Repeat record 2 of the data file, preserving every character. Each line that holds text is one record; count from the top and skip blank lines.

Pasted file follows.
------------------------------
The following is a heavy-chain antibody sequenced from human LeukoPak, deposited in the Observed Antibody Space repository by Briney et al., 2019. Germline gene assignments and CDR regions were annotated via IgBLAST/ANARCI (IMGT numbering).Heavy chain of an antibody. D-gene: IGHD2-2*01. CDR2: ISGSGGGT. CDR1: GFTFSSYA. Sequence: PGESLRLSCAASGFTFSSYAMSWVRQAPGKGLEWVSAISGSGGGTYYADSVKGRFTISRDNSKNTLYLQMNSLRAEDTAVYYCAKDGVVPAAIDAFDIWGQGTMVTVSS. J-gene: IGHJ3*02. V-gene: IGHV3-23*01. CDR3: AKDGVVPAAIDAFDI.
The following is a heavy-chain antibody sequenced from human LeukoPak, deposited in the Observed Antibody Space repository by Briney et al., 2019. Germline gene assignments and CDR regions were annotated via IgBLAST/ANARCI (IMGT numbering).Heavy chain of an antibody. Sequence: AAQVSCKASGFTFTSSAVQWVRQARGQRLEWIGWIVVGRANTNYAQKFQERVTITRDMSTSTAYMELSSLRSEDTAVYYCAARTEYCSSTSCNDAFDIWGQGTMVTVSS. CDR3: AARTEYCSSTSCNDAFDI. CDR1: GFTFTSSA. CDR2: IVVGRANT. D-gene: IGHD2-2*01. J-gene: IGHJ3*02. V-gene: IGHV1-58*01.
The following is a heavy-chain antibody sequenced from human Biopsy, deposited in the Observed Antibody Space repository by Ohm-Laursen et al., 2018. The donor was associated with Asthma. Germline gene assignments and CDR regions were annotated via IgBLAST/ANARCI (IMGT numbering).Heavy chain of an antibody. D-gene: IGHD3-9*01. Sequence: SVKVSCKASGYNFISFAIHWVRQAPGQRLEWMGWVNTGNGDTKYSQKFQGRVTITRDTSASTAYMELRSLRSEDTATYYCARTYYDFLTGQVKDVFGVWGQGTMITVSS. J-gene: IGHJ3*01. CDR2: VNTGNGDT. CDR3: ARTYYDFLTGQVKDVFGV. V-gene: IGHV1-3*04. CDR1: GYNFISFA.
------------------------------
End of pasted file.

The following is a heavy-chain antibody sequenced from human LeukoPak, deposited in the Observed Antibody Space repository by Briney et al., 2019. Germline gene assignments and CDR regions were annotated via IgBLAST/ANARCI (IMGT numbering).Heavy chain of an antibody. Sequence: AAQVSCKASGFTFTSSAVQWVRQARGQRLEWIGWIVVGRANTNYAQKFQERVTITRDMSTSTAYMELSSLRSEDTAVYYCAARTEYCSSTSCNDAFDIWGQGTMVTVSS. CDR3: AARTEYCSSTSCNDAFDI. CDR1: GFTFTSSA. CDR2: IVVGRANT. D-gene: IGHD2-2*01. J-gene: IGHJ3*02. V-gene: IGHV1-58*01.